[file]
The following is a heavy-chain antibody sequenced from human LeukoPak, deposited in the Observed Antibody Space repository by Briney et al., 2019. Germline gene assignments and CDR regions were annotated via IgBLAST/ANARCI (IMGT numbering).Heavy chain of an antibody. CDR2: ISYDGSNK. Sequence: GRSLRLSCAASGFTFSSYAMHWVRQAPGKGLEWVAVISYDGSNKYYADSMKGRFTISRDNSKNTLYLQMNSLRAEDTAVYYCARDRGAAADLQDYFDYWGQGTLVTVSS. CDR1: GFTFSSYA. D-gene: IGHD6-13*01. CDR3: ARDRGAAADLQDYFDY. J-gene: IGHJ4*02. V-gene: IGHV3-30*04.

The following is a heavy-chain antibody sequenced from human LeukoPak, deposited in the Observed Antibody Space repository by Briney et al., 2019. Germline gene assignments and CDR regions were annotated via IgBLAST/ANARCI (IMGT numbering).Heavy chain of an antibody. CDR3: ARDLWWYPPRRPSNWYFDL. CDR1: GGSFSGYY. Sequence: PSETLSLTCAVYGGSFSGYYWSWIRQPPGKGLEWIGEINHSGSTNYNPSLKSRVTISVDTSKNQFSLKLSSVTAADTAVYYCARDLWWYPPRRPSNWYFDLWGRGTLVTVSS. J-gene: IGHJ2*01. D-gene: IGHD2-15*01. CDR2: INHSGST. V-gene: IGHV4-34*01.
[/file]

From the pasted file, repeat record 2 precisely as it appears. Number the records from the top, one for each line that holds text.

The following is a heavy-chain antibody sequenced from human LeukoPak, deposited in the Observed Antibody Space repository by Briney et al., 2019. Germline gene assignments and CDR regions were annotated via IgBLAST/ANARCI (IMGT numbering).Heavy chain of an antibody. CDR3: ARDLWWYPPRRPSNWYFDL. CDR1: GGSFSGYY. Sequence: PSETLSLTCAVYGGSFSGYYWSWIRQPPGKGLEWIGEINHSGSTNYNPSLKSRVTISVDTSKNQFSLKLSSVTAADTAVYYCARDLWWYPPRRPSNWYFDLWGRGTLVTVSS. J-gene: IGHJ2*01. D-gene: IGHD2-15*01. CDR2: INHSGST. V-gene: IGHV4-34*01.